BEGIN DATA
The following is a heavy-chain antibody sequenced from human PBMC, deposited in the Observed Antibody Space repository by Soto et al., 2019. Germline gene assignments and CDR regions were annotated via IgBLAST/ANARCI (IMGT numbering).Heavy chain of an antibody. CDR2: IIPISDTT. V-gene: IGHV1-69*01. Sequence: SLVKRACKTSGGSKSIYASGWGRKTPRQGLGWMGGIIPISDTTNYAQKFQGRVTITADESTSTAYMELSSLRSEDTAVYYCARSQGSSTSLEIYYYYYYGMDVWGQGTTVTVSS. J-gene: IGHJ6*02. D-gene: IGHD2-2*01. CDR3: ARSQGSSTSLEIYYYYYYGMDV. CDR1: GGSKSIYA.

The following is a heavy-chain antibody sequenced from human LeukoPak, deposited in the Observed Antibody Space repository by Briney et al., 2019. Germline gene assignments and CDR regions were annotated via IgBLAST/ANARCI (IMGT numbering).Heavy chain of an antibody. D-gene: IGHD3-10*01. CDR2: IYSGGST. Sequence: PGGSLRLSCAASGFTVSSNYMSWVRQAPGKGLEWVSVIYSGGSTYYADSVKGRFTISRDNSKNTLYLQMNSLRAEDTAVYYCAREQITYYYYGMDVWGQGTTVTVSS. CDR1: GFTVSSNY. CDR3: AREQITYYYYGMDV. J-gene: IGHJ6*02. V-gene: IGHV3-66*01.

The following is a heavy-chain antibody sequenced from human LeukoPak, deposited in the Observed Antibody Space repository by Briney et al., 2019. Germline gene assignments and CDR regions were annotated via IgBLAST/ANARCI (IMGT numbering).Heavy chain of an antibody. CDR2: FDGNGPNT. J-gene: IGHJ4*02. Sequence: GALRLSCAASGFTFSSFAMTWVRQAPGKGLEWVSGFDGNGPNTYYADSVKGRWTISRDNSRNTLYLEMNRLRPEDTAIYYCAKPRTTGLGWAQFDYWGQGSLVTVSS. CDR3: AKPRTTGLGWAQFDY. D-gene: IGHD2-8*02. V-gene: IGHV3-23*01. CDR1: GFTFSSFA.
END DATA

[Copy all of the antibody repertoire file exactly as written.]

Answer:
The following is a heavy-chain antibody sequenced from human PBMC, deposited in the Observed Antibody Space repository by Soto et al., 2019. Germline gene assignments and CDR regions were annotated via IgBLAST/ANARCI (IMGT numbering).Heavy chain of an antibody. CDR2: IIPISDTT. V-gene: IGHV1-69*01. Sequence: SLVKRACKTSGGSKSIYASGWGRKTPRQGLGWMGGIIPISDTTNYAQKFQGRVTITADESTSTAYMELSSLRSEDTAVYYCARSQGSSTSLEIYYYYYYGMDVWGQGTTVTVSS. J-gene: IGHJ6*02. D-gene: IGHD2-2*01. CDR3: ARSQGSSTSLEIYYYYYYGMDV. CDR1: GGSKSIYA.

The following is a heavy-chain antibody sequenced from human LeukoPak, deposited in the Observed Antibody Space repository by Briney et al., 2019. Germline gene assignments and CDR regions were annotated via IgBLAST/ANARCI (IMGT numbering).Heavy chain of an antibody. D-gene: IGHD3-10*01. CDR2: IYSGGST. Sequence: PGGSLRLSCAASGFTVSSNYMSWVRQAPGKGLEWVSVIYSGGSTYYADSVKGRFTISRDNSKNTLYLQMNSLRAEDTAVYYCAREQITYYYYGMDVWGQGTTVTVSS. CDR1: GFTVSSNY. CDR3: AREQITYYYYGMDV. J-gene: IGHJ6*02. V-gene: IGHV3-66*01.

The following is a heavy-chain antibody sequenced from human LeukoPak, deposited in the Observed Antibody Space repository by Briney et al., 2019. Germline gene assignments and CDR regions were annotated via IgBLAST/ANARCI (IMGT numbering).Heavy chain of an antibody. CDR2: FDGNGPNT. J-gene: IGHJ4*02. Sequence: GALRLSCAASGFTFSSFAMTWVRQAPGKGLEWVSGFDGNGPNTYYADSVKGRWTISRDNSRNTLYLEMNRLRPEDTAIYYCAKPRTTGLGWAQFDYWGQGSLVTVSS. CDR3: AKPRTTGLGWAQFDY. D-gene: IGHD2-8*02. V-gene: IGHV3-23*01. CDR1: GFTFSSFA.